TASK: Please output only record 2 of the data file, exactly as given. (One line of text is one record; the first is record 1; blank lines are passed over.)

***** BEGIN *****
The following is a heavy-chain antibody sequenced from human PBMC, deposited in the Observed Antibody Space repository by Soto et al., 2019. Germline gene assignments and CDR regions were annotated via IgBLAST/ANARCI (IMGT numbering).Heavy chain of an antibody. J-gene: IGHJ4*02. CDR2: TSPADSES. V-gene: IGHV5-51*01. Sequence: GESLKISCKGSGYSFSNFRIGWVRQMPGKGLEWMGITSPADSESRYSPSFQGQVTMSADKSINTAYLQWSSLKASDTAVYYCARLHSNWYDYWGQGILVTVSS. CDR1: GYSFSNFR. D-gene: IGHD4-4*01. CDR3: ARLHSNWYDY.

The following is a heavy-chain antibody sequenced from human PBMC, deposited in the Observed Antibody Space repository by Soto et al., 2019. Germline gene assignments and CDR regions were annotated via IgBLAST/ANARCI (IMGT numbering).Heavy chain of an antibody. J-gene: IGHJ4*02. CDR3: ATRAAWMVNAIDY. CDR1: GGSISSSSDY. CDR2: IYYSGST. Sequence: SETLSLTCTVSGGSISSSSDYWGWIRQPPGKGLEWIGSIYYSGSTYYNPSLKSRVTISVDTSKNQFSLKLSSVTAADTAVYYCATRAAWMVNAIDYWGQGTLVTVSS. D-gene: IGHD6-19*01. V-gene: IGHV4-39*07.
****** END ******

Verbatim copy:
The following is a heavy-chain antibody sequenced from human PBMC, deposited in the Observed Antibody Space repository by Soto et al., 2019. Germline gene assignments and CDR regions were annotated via IgBLAST/ANARCI (IMGT numbering).Heavy chain of an antibody. J-gene: IGHJ4*02. CDR3: ATRAAWMVNAIDY. CDR1: GGSISSSSDY. CDR2: IYYSGST. Sequence: SETLSLTCTVSGGSISSSSDYWGWIRQPPGKGLEWIGSIYYSGSTYYNPSLKSRVTISVDTSKNQFSLKLSSVTAADTAVYYCATRAAWMVNAIDYWGQGTLVTVSS. D-gene: IGHD6-19*01. V-gene: IGHV4-39*07.